Nov 6 2011
There are tons of great Android devices out there now, with more on the way. While many of these devices have the official Android Market on them from Google, quite a few (such as the new Kobo Vox) do not since they don’t meet Google’s Compatibility Requirements. So what’s an owner of one of these devices to do? Have no fear; there are quite a few options available.
Many of the devices that don’t have the Android Market come with some type of third party market loaded on them, so a user has access to at least some apps, but what if you want something that’s not available through that third party? I’ll try to answer that below.
The first thing you must do is enable the loading of apps from unknown sources. An unknown source is basically anything that’s not Google’s official marketplace. To do this open your devices settings which is usually accessed by pressing the ‘menu’ button when on your home screen. Once settings is open go to ‘Applications’ and you should see a check box followed by “Unknown Sources; Allow installation of Non-Market applications” or something to that effect. Make sure that box is checked before going any further (you may get a warning message you have to OK). Note that a regular unrooted/uncustom ROM’d NookColor will not allow you to do this and neither will some phones from AT&T.
Now that ‘Unknown Sources’ is enabled were all set to look at the various options for getting apps onto your devices, but before we get to those options it’s a good idea to understand some terminology. Something you’ll hear mentioned time and again is an .apk file, which is the file type for Android apps. An .apk can be thought of similarly to an .exe on a Windows computer or maybe a .dmg on a Mac. It’s the file used to install the app to your device and operates in a similar fashion once you click/tap it to open it will launch the apps installer.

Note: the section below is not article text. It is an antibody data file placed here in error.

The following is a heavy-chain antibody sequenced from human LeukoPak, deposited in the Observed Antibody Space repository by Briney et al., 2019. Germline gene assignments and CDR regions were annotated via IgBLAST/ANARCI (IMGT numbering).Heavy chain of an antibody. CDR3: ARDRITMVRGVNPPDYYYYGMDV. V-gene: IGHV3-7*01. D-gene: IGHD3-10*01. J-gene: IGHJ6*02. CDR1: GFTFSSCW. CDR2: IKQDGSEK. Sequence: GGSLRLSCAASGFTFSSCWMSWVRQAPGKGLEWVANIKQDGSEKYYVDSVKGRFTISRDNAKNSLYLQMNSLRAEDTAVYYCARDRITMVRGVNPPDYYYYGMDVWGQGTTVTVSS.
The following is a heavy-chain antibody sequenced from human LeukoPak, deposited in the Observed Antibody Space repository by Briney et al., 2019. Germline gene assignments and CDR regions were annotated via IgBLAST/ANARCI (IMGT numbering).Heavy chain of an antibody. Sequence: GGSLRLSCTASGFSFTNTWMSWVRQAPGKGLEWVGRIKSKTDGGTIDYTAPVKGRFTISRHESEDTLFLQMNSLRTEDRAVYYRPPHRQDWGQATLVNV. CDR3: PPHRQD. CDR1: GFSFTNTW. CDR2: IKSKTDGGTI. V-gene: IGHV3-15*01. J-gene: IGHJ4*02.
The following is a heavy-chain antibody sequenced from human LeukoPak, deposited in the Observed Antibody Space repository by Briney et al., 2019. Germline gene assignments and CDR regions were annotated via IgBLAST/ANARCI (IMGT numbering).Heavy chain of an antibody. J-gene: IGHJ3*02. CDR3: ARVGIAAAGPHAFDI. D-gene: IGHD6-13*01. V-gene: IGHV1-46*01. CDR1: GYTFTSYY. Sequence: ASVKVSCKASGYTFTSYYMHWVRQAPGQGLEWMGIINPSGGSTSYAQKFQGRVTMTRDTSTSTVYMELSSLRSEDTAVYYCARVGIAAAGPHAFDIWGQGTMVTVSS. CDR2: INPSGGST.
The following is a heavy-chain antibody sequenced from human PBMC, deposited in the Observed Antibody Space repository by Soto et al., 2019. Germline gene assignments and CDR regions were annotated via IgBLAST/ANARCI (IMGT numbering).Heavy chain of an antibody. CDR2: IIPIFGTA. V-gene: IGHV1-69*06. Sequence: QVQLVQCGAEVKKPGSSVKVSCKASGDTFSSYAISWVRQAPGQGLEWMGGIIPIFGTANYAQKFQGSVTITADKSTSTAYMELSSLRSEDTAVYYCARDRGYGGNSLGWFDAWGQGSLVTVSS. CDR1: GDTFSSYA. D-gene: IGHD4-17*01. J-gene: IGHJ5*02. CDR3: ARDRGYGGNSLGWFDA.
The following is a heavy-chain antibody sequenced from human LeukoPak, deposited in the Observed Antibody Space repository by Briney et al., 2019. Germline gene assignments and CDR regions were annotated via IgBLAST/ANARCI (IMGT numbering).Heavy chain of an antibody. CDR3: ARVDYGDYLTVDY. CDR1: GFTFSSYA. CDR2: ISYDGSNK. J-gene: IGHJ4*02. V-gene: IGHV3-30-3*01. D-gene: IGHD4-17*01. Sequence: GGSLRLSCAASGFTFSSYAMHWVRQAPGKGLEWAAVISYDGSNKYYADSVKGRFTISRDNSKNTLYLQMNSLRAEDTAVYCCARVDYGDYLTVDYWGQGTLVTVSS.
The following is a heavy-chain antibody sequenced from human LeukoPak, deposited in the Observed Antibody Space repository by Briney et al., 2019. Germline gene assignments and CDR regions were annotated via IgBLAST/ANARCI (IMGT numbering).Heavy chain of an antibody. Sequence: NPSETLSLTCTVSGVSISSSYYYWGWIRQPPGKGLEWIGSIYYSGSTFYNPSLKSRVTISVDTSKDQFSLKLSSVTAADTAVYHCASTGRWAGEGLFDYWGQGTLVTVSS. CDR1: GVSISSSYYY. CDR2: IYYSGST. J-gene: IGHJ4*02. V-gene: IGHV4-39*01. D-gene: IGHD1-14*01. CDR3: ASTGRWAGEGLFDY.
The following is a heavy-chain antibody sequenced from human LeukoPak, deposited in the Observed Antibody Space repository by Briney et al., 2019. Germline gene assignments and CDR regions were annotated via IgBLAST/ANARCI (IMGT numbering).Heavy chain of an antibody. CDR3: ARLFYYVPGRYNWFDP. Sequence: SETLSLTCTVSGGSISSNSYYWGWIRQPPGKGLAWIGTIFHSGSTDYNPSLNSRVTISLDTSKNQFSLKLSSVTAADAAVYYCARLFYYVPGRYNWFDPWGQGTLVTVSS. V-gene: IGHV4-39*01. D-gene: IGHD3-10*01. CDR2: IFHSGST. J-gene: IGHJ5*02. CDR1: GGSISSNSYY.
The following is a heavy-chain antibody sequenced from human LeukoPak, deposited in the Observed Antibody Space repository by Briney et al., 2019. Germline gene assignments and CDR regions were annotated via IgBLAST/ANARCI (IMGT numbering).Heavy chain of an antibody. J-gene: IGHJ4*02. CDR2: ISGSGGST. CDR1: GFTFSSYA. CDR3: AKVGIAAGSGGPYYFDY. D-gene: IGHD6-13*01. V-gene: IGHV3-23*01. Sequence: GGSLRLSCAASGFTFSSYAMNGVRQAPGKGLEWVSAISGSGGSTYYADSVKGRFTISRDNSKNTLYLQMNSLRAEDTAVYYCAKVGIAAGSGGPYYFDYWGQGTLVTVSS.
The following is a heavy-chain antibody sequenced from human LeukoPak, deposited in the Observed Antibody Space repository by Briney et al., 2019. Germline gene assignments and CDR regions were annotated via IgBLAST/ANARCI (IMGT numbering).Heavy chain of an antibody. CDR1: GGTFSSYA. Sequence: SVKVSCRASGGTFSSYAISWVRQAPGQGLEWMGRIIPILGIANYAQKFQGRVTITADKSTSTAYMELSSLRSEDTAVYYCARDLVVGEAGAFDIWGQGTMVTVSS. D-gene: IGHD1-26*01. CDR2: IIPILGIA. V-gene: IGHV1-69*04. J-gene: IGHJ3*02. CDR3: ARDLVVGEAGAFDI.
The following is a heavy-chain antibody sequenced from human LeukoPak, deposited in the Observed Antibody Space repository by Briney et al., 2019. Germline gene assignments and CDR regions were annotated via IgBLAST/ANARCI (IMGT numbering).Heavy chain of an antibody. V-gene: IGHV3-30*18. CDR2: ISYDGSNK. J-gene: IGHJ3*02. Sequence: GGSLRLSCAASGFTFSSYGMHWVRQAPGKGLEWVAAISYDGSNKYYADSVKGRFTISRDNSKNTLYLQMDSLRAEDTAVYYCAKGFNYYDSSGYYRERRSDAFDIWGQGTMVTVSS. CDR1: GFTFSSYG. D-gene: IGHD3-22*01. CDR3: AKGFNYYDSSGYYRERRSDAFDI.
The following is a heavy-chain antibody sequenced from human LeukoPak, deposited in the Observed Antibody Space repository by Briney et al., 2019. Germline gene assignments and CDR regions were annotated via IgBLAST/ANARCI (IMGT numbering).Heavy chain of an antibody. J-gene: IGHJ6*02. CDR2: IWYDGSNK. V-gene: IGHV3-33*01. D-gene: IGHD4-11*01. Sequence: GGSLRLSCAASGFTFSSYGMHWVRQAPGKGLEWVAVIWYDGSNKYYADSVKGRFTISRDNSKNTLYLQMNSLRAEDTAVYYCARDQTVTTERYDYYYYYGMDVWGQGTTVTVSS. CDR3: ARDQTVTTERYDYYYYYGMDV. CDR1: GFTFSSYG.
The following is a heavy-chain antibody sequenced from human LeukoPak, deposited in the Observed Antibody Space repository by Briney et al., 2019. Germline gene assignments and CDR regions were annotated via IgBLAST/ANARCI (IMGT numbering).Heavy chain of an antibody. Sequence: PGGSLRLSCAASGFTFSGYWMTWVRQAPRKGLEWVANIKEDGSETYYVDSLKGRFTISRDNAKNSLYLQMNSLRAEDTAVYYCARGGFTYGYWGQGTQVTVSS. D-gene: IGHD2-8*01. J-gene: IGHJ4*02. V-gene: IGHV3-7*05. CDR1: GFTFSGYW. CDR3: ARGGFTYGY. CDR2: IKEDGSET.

The first way to get apps would be to install one/all of the various third party markets out there. There are quite a few of them and some do have a nice selection available. Note some stores don’t work on all devices (ex: AppsLib would install on my phone [Galaxy S Epic 4G] and on my Transformer Tablet, but not run on either device). These markets/appstores are in themselves installed to your device from an .apk and each website has instructions for installing (or see how to install an .apk further down in this post). Once an app store is installed you can browse and search that store and install apps by simply clicking ‘install’ from withing the appstore. Below is a list of links to some of the various third party appstores (followed by a list of some of the reading apps they have)…
- Amazon (Kindle, Aldiko, Bluefire, Kobo, Mantano)
- GetJar (Nook, Aldiko, Cool Reader, Kindle, FBReader, Kobo, Overdrive)
- SlideMe (Mantano, FBReader, Aldiko, Kindle)
- AppsLib (not sure, only runs on certain devices)
- Soc.io Mall (Aldiko, Kindle)
The other way to install apps would be to ‘sideload’ them either via USB or downloading with your devices browser (you could also email yourself an .apk). Many, many apps can be found posted to blogs and Android user forums by simply Googling the app name along with .apk, for example “Kindle .apk”. I always check to see if the app developer has a website where the .apk can be downloaded first as I’m usually sure to get the most current version that way and don’t have to worry if it’s from a dubious source. I also recommend you install Lookout Security & Antivirus to your device if possible before sideloading apps.
Once you’ve found the .apk you’re looking for you can download it to your computer and transfer it via USB or in many cases download it using your devices browser. If loading via USB you’ll need a file manager (such as Astro) on your device so that you can browse to the .apk file and tap it and the apps installer will launch. When downloading via browser you’ll be asked where to save it and when the download is done you’ll have the opportunity to ‘open’ it, this will launch the apps installer. Tap install and the app will install to your device (see below). Once the app is installed you can delete the .apk file you downloaded if you’d like, it’s no longer needed.
As you can see getting apps on your non-Marketplace enabled device is generally pretty straight forward. In a perfect world everyone would have Marketplace access, until then at least we have these other methods.